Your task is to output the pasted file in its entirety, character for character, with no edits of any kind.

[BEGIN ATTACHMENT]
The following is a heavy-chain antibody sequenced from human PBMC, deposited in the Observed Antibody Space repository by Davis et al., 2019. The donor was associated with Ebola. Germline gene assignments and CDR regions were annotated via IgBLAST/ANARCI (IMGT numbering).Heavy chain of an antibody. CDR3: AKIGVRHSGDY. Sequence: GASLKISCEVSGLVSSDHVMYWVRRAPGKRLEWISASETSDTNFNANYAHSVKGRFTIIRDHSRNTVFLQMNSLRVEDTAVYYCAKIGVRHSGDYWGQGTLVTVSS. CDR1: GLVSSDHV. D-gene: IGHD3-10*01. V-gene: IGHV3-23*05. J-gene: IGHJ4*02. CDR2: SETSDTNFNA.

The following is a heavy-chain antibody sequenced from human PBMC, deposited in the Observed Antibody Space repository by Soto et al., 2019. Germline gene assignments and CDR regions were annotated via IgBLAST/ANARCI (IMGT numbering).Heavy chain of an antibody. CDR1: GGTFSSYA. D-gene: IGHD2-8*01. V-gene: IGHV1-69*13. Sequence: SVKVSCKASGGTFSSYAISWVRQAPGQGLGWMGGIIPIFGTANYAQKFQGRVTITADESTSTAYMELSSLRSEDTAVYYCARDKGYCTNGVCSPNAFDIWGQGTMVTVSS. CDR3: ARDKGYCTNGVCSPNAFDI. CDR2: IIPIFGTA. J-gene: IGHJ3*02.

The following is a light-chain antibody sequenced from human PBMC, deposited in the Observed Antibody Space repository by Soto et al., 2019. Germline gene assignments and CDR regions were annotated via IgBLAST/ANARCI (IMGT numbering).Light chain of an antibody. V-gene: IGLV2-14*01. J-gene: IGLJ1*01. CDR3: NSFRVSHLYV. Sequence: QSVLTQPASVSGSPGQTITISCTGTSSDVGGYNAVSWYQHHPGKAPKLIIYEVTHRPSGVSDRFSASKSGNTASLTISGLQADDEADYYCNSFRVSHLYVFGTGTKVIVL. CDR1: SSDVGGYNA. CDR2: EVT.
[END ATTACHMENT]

The following is a heavy-chain antibody sequenced from human PBMC, deposited in the Observed Antibody Space repository by Davis et al., 2019. The donor was associated with Ebola. Germline gene assignments and CDR regions were annotated via IgBLAST/ANARCI (IMGT numbering).Heavy chain of an antibody. CDR3: AKIGVRHSGDY. Sequence: GASLKISCEVSGLVSSDHVMYWVRRAPGKRLEWISASETSDTNFNANYAHSVKGRFTIIRDHSRNTVFLQMNSLRVEDTAVYYCAKIGVRHSGDYWGQGTLVTVSS. CDR1: GLVSSDHV. D-gene: IGHD3-10*01. V-gene: IGHV3-23*05. J-gene: IGHJ4*02. CDR2: SETSDTNFNA.

The following is a heavy-chain antibody sequenced from human PBMC, deposited in the Observed Antibody Space repository by Soto et al., 2019. Germline gene assignments and CDR regions were annotated via IgBLAST/ANARCI (IMGT numbering).Heavy chain of an antibody. CDR1: GGTFSSYA. D-gene: IGHD2-8*01. V-gene: IGHV1-69*13. Sequence: SVKVSCKASGGTFSSYAISWVRQAPGQGLGWMGGIIPIFGTANYAQKFQGRVTITADESTSTAYMELSSLRSEDTAVYYCARDKGYCTNGVCSPNAFDIWGQGTMVTVSS. CDR3: ARDKGYCTNGVCSPNAFDI. CDR2: IIPIFGTA. J-gene: IGHJ3*02.

The following is a light-chain antibody sequenced from human PBMC, deposited in the Observed Antibody Space repository by Soto et al., 2019. Germline gene assignments and CDR regions were annotated via IgBLAST/ANARCI (IMGT numbering).Light chain of an antibody. V-gene: IGLV2-14*01. J-gene: IGLJ1*01. CDR3: NSFRVSHLYV. Sequence: QSVLTQPASVSGSPGQTITISCTGTSSDVGGYNAVSWYQHHPGKAPKLIIYEVTHRPSGVSDRFSASKSGNTASLTISGLQADDEADYYCNSFRVSHLYVFGTGTKVIVL. CDR1: SSDVGGYNA. CDR2: EVT.